A cold tradition
Just thinking about it makes me shiver. A flight of goose bumps just made a V-line up my ribcage. Except in a drinking glass, cold water is not for me. And certainly not being dumped in cold lake water with the temperature in the 50s—the air temp not the water.
But tossed into a lake in the dead of night is what happened to my grandson last Friday, the night before his graduation from college. Apparently, it made his heart pump (at least, he seemed pumped about it when telling the story Saturday), but hitting that cold water would have made my old heart stop dead cold. My four by-passes installed last June just picked up their tempo as the thought of being doused danced briefly in my mind.
Being thrown into a cold lake in the middle of the night wearing only your underwear may be perceived as fun if you are the tosser and not-so-fun if you are the tossee (or mother of the tossee). Whatever your perception, Friday night’s splashdown was a continuation of a time-honored tradition at Grace College in Indiana, where my grandson Matt has attended the last four years.
For however many years it has been, the tradition at Grace is that when a couple announces their engagement prior to graduation the man is corralled by a group of friends (with friends like this, who needs enemies?) and tossed into the lake adjacent to the campus. The man rushes ashore (certainly, I would rush with water that cold) and runs onto campus to ring a large bell. There, he is greeted by his fiancée with a big, warm towel.
At mid-week Matt and his girlfriend, Hannah, announced their engagement. Friday night shortly after 11 p.m. a group of guys showed up at Matt’s place, grabbed him, stripped him down to his underwear, loaded him into a pickup and drove around campus honking. Then, they headed to the lake, escorted him to the end of a pier, and tossed him into the water. Pardon me, but I just paused to shiver.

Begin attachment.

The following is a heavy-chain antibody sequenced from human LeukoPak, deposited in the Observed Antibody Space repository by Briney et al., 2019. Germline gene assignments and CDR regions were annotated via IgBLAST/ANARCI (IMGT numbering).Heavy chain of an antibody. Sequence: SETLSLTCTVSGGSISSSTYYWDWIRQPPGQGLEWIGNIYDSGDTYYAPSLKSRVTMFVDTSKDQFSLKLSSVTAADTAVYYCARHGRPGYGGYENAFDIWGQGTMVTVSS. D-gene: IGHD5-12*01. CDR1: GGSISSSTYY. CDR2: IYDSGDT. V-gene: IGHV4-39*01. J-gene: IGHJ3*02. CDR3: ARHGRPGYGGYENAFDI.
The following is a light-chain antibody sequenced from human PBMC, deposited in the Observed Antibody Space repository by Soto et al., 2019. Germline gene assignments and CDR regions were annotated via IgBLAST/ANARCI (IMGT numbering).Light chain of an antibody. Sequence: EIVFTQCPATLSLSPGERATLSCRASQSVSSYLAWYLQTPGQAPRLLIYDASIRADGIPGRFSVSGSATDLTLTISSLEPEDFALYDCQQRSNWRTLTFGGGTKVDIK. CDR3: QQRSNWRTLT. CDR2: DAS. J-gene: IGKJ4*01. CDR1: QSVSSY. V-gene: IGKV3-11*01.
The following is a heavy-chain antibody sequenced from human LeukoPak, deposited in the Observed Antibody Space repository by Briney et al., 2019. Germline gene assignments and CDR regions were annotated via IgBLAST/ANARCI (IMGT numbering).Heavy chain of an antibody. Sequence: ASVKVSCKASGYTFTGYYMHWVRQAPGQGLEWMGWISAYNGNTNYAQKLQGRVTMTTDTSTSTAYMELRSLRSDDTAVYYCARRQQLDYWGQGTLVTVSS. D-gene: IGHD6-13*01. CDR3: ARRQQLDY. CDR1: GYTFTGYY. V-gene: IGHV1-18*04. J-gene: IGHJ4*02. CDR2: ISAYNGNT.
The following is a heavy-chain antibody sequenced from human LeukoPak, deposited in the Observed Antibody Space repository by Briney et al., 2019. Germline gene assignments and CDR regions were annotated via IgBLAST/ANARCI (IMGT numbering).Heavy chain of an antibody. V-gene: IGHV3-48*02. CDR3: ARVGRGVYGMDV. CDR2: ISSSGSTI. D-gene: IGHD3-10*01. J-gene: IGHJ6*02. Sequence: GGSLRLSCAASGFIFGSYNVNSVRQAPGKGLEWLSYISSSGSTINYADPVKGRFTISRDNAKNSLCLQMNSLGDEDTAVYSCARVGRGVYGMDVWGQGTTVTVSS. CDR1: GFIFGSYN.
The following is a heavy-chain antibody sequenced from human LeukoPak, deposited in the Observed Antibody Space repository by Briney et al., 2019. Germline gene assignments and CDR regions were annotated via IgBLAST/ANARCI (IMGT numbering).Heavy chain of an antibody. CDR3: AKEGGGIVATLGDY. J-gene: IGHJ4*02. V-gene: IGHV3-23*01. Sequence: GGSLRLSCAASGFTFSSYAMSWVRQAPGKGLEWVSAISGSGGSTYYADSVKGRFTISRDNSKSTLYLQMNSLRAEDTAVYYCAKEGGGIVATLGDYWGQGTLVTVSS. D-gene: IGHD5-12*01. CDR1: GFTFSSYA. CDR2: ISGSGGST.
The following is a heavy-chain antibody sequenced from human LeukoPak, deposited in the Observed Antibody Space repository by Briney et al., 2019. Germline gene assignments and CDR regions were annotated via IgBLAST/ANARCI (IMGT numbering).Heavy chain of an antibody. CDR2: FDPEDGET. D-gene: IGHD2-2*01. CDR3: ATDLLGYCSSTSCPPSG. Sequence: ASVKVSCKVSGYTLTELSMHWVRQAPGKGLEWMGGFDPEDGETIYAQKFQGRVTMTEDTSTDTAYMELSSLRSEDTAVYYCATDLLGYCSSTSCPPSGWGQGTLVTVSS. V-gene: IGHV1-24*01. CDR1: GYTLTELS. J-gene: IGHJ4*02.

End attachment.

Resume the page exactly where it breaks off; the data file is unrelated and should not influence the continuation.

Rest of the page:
I don’t know for sure what the temperature was but it had to be in the 50s. Matt didn’t know what the water temperature was, either; but, when telling us about it the next day, he said it was “COLD!”
I can’t say with certainty, but my aversion to cold water might somehow have caused me to levitate just above the water and never splash down. At the least, I would have walked on the water.
But, being a good sport, Matt took it like a man, charged out of the lake and raced to the bell. Had his track coach been there, he might have discovered that Matt could run faster than he had ever imagined. Hannah had a towel ready when Matt reached the bell. She also had a kiss ready (that even beats a towel), though she said she was afraid of getting sick from kissing lips that had been in that dirty lake water. Last I checked, neither of them was ill, however.
With three children having graduated from high school and college (three bachelor’s, two master’s and one doctoral degree), four grandchildren having graduated from high school, three grandchildren having graduated from college (three bachelor’s, one master’s degree), and more graduations scheduled, I have had opportunity to experience some interesting things at graduation time.
But this was the first time a lake dunking had been part of the occasion. Since Matt thought it was fun, the event did not throw cold water on the overall occasion.